There was some welcome news from Philip Hammond’s Autumn Statement for small and medium sized companies regarding the tax relief available if a company makes a loss.
Historically, corporation tax loss reliefs have mirrored the principles upon which income tax loss reliefs have been based – if a loss is incurred in a trading business, those losses can be offset against other types of income arising in the same year as the loss, and may be carried back against income of the previous year. But if a loss is not relieved at that point, the use of a carried forward loss is generally restricted to being used against future profits from the same trade only.
Changes are proposed which will mean that losses arising on or after 1 April 2017, when carried forward, will be useable against profits from other income streams or other companies within a group. This will apply to most types of losses but not to capital losses. The removal of the restrictions on the use of carried forward losses is very welcome. The existing rules can result in losses not being used, particularly where a company closes down a loss making trade.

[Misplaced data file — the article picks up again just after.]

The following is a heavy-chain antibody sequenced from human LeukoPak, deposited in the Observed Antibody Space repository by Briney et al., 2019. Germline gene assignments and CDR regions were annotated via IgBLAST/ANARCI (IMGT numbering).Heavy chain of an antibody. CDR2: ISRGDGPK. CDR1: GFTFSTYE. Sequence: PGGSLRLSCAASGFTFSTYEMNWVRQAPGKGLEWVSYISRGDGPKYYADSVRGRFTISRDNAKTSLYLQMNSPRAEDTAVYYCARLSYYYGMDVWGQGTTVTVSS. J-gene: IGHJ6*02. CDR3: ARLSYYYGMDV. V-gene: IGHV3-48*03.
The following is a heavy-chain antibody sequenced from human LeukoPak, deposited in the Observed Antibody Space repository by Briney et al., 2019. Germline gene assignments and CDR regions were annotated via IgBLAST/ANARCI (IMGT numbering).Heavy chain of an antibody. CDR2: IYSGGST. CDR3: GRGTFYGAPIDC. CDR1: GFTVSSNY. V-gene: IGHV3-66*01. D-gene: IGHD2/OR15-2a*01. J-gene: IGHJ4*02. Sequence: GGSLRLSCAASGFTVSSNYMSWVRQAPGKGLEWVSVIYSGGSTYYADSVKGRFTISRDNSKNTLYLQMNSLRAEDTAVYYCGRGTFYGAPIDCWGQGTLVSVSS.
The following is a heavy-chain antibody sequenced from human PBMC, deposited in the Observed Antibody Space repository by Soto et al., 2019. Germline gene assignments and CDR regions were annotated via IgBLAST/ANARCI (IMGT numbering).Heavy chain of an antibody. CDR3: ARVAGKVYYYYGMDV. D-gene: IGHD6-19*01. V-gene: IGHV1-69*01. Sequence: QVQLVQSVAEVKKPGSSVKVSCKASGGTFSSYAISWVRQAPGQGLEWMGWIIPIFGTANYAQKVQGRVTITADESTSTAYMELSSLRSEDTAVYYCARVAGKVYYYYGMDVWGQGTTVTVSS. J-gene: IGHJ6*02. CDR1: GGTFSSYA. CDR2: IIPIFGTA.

There are some elements of the change which may be unwelcome for large companies. From 1 April 2017, companies will only be able to use losses carried forward against up to 50% of their profits above £5 million. For groups, the £5 million allowance will apply to the group. It should be noted that this restriction applies to losses carried forward arising at any time. However over 99% of companies will be unaffected by these restrictions due to the £5 million allowance.
The other good news for all companies is that the corporation tax rate will fall from 20% to 19% for the Financial Year beginning 1 April 2017, and will reduce again to 17% for the Financial Year beginning 1 April 2020.